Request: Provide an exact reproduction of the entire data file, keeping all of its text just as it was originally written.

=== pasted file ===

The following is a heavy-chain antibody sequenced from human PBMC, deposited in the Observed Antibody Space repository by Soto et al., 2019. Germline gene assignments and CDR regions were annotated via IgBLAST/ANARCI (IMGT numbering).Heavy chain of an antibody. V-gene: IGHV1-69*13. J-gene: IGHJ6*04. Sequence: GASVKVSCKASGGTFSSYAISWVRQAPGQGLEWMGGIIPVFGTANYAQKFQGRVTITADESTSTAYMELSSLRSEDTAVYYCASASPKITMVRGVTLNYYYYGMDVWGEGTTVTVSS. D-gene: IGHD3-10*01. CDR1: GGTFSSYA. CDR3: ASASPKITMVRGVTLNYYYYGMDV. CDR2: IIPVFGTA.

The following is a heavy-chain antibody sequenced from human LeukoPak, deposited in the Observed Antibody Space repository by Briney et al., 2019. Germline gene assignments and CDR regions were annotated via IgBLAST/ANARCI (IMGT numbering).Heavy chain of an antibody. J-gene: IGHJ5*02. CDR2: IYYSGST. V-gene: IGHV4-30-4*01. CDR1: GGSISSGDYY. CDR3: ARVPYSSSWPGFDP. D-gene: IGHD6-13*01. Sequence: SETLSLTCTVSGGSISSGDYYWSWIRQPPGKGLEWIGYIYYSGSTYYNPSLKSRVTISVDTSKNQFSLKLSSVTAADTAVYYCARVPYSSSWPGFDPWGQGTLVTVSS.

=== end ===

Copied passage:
The following is a heavy-chain antibody sequenced from human PBMC, deposited in the Observed Antibody Space repository by Soto et al., 2019. Germline gene assignments and CDR regions were annotated via IgBLAST/ANARCI (IMGT numbering).Heavy chain of an antibody. V-gene: IGHV1-69*13. J-gene: IGHJ6*04. Sequence: GASVKVSCKASGGTFSSYAISWVRQAPGQGLEWMGGIIPVFGTANYAQKFQGRVTITADESTSTAYMELSSLRSEDTAVYYCASASPKITMVRGVTLNYYYYGMDVWGEGTTVTVSS. D-gene: IGHD3-10*01. CDR1: GGTFSSYA. CDR3: ASASPKITMVRGVTLNYYYYGMDV. CDR2: IIPVFGTA.

The following is a heavy-chain antibody sequenced from human LeukoPak, deposited in the Observed Antibody Space repository by Briney et al., 2019. Germline gene assignments and CDR regions were annotated via IgBLAST/ANARCI (IMGT numbering).Heavy chain of an antibody. J-gene: IGHJ5*02. CDR2: IYYSGST. V-gene: IGHV4-30-4*01. CDR1: GGSISSGDYY. CDR3: ARVPYSSSWPGFDP. D-gene: IGHD6-13*01. Sequence: SETLSLTCTVSGGSISSGDYYWSWIRQPPGKGLEWIGYIYYSGSTYYNPSLKSRVTISVDTSKNQFSLKLSSVTAADTAVYYCARVPYSSSWPGFDPWGQGTLVTVSS.